The introduction in Part 1 of this article was necessary for your understanding of this topic, and will have helped you realize the importance of semantic search in the grand scheme of things. Now, the question is, how to optimize your existing website for being ahead of the game in today’s semantic search era.
Getting your site ready for Semantic Search
David Amerland, SEO guru has a few tips for webmasters looking to optimize their site for the semantic search. He says “You need to establish a distinct identity on the web that will help search engines identify your relational connection with your website and then begin to assess the validity of the latter through the filter of your accrued authority and trust on the web.”
He further adds, “This is done through your Google Plus profile, mainly, and its activity across the social web. You need to have Google Authorship set up correctly and interlink all social accounts through your Google Plus profile and your site. Google maps sentiment in comments as well as personal user activity and makes a decision by ascribing a Trust Rank to a personal profile that can then impact on site rankings in search.”
You don’t need to understand the underlying programming, algorithms or the artificial intelligence models used by semantic search engines to make your site more discoverable. You just need to pay attention to creating great content. Here are a few more tips:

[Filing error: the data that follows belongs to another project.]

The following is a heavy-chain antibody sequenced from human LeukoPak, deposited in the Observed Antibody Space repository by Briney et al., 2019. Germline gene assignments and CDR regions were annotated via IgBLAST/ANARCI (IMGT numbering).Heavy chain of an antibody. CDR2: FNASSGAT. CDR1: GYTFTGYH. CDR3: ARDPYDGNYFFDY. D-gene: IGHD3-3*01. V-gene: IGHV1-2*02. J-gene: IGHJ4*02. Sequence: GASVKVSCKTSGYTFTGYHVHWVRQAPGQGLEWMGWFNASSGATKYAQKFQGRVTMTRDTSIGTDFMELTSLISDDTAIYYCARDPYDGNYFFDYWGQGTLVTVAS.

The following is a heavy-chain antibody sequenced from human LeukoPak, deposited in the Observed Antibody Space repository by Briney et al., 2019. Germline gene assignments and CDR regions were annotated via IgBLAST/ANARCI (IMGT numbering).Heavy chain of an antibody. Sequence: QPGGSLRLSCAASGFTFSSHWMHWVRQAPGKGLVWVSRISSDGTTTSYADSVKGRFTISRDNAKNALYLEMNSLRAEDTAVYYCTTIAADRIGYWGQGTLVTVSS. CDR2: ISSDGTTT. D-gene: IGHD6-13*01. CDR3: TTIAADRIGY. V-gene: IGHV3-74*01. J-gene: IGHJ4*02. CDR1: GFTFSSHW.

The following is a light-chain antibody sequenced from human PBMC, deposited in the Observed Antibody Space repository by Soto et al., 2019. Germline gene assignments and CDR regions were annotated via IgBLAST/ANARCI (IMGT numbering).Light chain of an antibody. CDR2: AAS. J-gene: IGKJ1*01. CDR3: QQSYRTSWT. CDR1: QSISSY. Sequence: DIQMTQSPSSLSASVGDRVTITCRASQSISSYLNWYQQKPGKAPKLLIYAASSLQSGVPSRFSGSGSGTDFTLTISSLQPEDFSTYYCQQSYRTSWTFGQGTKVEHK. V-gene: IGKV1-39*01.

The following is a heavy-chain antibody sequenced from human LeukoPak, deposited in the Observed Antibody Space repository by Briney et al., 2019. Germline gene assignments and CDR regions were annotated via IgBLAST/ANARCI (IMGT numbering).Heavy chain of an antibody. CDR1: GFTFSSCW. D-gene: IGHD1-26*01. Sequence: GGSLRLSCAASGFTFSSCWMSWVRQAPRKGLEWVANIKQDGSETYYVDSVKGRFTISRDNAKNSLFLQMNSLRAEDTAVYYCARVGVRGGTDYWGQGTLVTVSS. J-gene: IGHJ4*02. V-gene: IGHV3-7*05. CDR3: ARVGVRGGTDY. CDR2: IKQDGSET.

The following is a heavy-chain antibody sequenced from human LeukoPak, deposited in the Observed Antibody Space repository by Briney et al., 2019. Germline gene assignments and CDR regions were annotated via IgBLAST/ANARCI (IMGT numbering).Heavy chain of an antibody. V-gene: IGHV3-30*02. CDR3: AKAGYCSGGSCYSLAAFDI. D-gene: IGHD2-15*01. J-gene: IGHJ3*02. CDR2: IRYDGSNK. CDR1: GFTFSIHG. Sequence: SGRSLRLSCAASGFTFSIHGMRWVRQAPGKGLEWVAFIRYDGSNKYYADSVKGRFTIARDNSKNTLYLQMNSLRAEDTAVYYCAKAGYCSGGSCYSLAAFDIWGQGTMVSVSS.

Remember, there are no semantic search shortcuts, but you should be quite pleased with the fact that content is worth a lot more than it was before. With semantic search and the newest Google algorithm updates, link and content farms are dead and things are becoming sweeter for the people who actually post quality content. It is now important, than ever before, to have a strong social footprint, great reader engagement and obviously high quality content.
Is your old SEO expertise obsolete?
Not really. It is imperative to incorporate the additional signals of semantic search along with the existing expertise you hold on SEO. For example, keywords within the content are still in play but now occurring naturally. However, the keyword meta-tag doesn’t matter if you try to rank for a specific topic. In fact, Google uses over 200 signals in their web search ranking and the keywords meta-tag is not one of them.
The link building process still works, but now through the Google Plus environment. Sentiment mining of links and co-citation methods augments this. The ‘old SEO’ is refined and acts as an additional signal in the semantic search world. In all, great content is a requirement for thriving in today’s online world and since Google get’s more personalized, it is important to extend your social relationships online. This increases the probability of your content being shared and given a higher authority/Trust Rank by Google itself.
Rich Snippets is a great piece of technology that complements the Authorship tag (for Google Plus users). It allows the user to have a look at a snippet, a ‘convenient summary of information’ about your site within the search results page. By following the link here, you can optimize your site for semantic search by incorporating the meta-data required to enable your website for Rich Snippet usage. Google data has shown that Rich Snippets increase CTR (Click Through Rate) and conversions.